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Tuesday, February 19, 2013

The True Legacy of Paris Is Burning

I didn't have any classes today, and another issue of the magazine I edit (PLUG: is due out soon... so I wrote a little something! It's about Paris Is Burning, a film I watched (twice) over the weekend. Enjoy!


For a film released fairly recently in 1990, Paris Is Burning has already accrued something of a dark legacy. The majority of its stars are now dead (some in the direst of circumstances); and, even during their lifetime, they fought a bitter backlash against director Jennie Livngston in relation to apparent exploitation (a controversy “settled” with a payout of $5,500 to each). Amidst all the controversy, however, the true legacy of the film is at risk of being obscured: a legacy which continues to burn, and which is as relevant today as it ever was.

Paris Is Burning is a documentary film by Jennie Livingston which documents the “ball” culture of late 1980s Harlem, New York. A ball is an event in which participants compete in various categories and “walk” the floor, vying for trophies by exhibiting legendary status. What constitutes legendary status differs with the category: it might be your fashion, your moves or your “realness” (i.e. the flawless replication of something you’re not).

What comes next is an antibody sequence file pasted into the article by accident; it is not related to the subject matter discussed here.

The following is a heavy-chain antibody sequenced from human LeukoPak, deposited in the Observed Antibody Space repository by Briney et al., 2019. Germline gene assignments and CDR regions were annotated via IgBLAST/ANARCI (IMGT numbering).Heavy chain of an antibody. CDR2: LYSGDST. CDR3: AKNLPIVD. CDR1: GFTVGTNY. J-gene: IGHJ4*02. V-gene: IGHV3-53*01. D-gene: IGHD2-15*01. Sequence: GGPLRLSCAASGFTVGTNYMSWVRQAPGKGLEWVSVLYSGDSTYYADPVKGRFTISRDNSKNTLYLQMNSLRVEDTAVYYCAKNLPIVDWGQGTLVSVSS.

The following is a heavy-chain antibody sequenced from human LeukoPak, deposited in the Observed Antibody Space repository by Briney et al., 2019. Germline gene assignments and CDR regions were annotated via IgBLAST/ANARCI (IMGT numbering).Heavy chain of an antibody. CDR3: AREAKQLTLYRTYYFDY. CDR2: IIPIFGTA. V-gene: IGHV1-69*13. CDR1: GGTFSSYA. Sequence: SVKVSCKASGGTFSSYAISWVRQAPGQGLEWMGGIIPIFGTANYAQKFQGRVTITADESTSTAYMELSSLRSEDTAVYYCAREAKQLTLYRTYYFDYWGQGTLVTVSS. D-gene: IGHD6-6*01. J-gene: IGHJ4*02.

Drag plays a large part in any ball, of course, but they’re more than just that. A ball is an opportunity for any disenfranchised young person (predominantly black/latino, transsexual or gay) to “be whatever [they] want to be… you can become anything and do anything, right here, right now”. For some (biological men), that might indeed mean becoming a woman, be that in dress, body or both. Many of the film's subjects (most prominently, Venus Xtravaganza and Octavia St. Laurent) were indeed transitioning transsexuals at the time of filming. For others, the escape is simply dressing up as an office executive or an educated college student. These are the “realness” categories: largely a chance for ball-goers to assume the persona of a socioeconomic group from which they are otherwise excluded. To be an executive in 1980s New York, you needed to be white, male, straight. At a ball, all you needed was a suit and tie. Put them on and “you’re showing the straight world that [you] could be an executive, if [you] had the opportunity”. In this sense, the balls provide a temporary portal to a fantasy world where colour, class and sexuality are eradicated.

Pepper LaBeija showing what it means to walk the floor.

But “realness” is more than just imitation. The idea behind the concept of executive “realness” (or whatever other form it takes) is the ability to blend in: to walk down the street and be unexceptional, just another straight man or business woman. “It’s not a take-off or satire, but actually being able to be this: erase all the mistakes, all the flaws, all the giveaways, to make your illusion perfect”. Worth, then, is defined purely by image. For the worth-less, those whose only commodity is their image, it can be a reassuring conception of the world: whatever I look like, I am.